HomeOperationsExperts Share Messages Promoting Mental, Physical Wellness for Student Transporters

Experts Share Messages Promoting Mental, Physical Wellness for Student Transporters

School Transportation News Webinar discusses ways for the industry to come together and continue providing support during the coronavirus outbreak.

Hope, honesty and being prepared to hunker down when needed are the three “H’s” that Dr. Stephen Sroka shared during the opening of a free webinar presented on March 30. The live event, hosted by School Transportation News, featured a panel of experts that discussed the impact of the coronavirus outbreak on student transportation operations.

Sroka, who was added last week to the STN EXPO Indianapolis schedule as a keynote speaker, explained that the pandemic is fueled by both fears and facts. He added that while one person has the power to help stop COVID-19 from spreading, it takes the power of many to flatten the curve of the coronavirus outbreak.

Joining together in a time of crisis and trusting one another is a common theme of student transportation.

Sroka noted that a transportation department is the deliverer of community hope. That hope now comes in the form of delivered meals or instructional materials, or perhaps in a friendly and familiar face driving around the neighborhood.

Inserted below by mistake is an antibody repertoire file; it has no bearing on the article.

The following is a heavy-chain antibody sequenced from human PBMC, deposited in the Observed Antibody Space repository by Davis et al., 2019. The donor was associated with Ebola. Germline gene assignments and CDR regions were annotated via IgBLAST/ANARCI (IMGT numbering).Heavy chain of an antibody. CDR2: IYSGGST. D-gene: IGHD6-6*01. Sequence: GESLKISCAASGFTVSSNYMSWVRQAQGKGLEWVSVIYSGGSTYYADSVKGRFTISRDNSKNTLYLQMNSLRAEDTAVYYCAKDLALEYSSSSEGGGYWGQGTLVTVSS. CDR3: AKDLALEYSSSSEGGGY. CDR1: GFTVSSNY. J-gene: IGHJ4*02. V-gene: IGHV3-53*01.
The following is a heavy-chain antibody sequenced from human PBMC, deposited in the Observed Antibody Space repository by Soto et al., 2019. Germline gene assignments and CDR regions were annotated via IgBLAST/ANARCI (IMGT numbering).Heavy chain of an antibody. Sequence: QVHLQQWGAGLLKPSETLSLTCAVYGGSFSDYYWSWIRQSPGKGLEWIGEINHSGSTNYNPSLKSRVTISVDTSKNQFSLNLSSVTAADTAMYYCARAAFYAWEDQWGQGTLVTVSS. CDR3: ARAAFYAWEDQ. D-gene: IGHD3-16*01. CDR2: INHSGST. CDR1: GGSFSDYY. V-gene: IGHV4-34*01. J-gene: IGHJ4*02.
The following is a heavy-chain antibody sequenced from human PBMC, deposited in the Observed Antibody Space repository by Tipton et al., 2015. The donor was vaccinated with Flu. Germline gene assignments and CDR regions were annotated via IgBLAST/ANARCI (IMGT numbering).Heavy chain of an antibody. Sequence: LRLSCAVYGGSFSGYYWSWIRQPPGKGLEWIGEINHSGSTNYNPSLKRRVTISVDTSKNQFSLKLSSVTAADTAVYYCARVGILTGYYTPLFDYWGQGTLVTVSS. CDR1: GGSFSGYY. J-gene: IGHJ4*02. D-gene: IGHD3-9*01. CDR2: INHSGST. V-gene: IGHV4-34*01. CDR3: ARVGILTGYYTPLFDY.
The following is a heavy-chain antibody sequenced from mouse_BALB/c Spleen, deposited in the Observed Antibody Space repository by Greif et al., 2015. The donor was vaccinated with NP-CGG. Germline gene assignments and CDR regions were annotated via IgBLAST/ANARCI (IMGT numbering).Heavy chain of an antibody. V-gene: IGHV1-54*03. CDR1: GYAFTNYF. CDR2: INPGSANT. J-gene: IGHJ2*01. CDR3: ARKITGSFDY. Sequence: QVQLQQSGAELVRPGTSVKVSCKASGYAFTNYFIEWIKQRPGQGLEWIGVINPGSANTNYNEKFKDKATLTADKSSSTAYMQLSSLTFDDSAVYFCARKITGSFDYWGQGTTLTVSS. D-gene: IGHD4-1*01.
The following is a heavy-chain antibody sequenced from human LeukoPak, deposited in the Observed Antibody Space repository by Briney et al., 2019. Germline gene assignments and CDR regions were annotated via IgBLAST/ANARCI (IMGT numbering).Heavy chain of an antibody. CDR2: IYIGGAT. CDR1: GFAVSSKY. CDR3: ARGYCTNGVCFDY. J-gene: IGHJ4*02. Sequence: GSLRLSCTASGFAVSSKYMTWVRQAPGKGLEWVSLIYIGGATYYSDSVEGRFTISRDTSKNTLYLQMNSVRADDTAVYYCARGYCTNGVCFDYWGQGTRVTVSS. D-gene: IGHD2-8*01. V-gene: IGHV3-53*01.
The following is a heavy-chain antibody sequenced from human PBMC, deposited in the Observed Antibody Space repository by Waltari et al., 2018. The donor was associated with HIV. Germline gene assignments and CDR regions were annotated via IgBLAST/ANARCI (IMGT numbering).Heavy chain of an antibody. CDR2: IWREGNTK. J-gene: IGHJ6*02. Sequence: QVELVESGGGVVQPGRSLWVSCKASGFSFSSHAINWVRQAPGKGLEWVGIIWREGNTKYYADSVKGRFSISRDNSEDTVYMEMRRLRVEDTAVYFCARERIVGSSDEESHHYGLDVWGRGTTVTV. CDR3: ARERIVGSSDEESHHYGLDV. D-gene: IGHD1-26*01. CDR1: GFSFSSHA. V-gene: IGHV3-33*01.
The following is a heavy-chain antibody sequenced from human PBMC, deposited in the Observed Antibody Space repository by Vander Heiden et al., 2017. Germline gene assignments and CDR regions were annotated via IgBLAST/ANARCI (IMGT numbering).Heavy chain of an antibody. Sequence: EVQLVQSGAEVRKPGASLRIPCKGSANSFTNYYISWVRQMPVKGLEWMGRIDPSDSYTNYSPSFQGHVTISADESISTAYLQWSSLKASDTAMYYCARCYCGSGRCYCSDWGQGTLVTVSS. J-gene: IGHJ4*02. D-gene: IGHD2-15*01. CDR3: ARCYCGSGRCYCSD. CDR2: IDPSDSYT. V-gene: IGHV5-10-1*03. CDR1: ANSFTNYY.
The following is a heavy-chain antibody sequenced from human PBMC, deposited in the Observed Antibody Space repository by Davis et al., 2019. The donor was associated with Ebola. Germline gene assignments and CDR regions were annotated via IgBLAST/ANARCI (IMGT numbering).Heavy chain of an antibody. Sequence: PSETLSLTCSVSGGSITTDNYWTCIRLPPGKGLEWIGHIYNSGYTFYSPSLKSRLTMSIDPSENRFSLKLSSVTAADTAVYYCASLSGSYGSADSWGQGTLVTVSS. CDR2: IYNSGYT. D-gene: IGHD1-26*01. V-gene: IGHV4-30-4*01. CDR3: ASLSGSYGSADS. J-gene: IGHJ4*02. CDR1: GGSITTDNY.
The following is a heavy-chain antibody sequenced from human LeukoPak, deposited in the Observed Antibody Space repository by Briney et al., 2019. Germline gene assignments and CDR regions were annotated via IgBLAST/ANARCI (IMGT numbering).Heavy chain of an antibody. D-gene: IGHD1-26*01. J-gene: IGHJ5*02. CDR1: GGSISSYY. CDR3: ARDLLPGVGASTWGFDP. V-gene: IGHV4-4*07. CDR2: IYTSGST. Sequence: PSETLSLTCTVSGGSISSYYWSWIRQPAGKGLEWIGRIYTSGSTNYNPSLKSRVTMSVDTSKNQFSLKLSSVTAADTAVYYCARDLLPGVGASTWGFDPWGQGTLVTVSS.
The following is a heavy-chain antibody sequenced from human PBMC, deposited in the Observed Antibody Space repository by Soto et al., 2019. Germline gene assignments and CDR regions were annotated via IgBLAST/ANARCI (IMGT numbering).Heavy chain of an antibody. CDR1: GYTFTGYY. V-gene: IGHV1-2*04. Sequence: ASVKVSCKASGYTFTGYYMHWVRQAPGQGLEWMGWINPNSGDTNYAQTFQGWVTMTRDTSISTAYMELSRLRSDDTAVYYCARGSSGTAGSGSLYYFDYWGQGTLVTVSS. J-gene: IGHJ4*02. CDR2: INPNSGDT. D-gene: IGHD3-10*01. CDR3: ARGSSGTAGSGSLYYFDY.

Related: Read Dr. Stephen Sroka’s Blog on Pandemic or ‘Panicdemic?’

However, as people are encouraged to stay inside to reduce the effects of the coronavirus, one’s mental health could begin to deteriorate.

Texas school psychologist and consultant Dr. Adam Saenz discussed the impact this virus could have on mental health. He said anxiety is a normal response when trying to cope with a new challenging situation that provides more questions than answers.

He noted that the physical symptoms of the virus are shared, however, he said there is another impact that people experience, one that impacts the nervous systems.

Saenz discussed the sympathetic nervous system, or the human fight or flight response, and the parasympathetic nervous system, or rest and digest. He said we all need to be aware of the changes that both systems are activating in our brains and how they are impacting our bodies.

There are several ways to cope with the world around us, Saenz observed. When it comes to fight or flight, people have the ability to choose how they are going to react, and if that response is helpful or hurtful. He advised that the excess energy that results from staying at home during school closures and government orders should be redirected into such activities as yoga or exercising.

On Sunday, President Donald Trump announced an extension of the social distancing guidelines until April 30, and on Tuesday the White House Coronavirus Taskforce discussed how communities can come together during this crisis and change the course of the pandemic, which in return will save lives.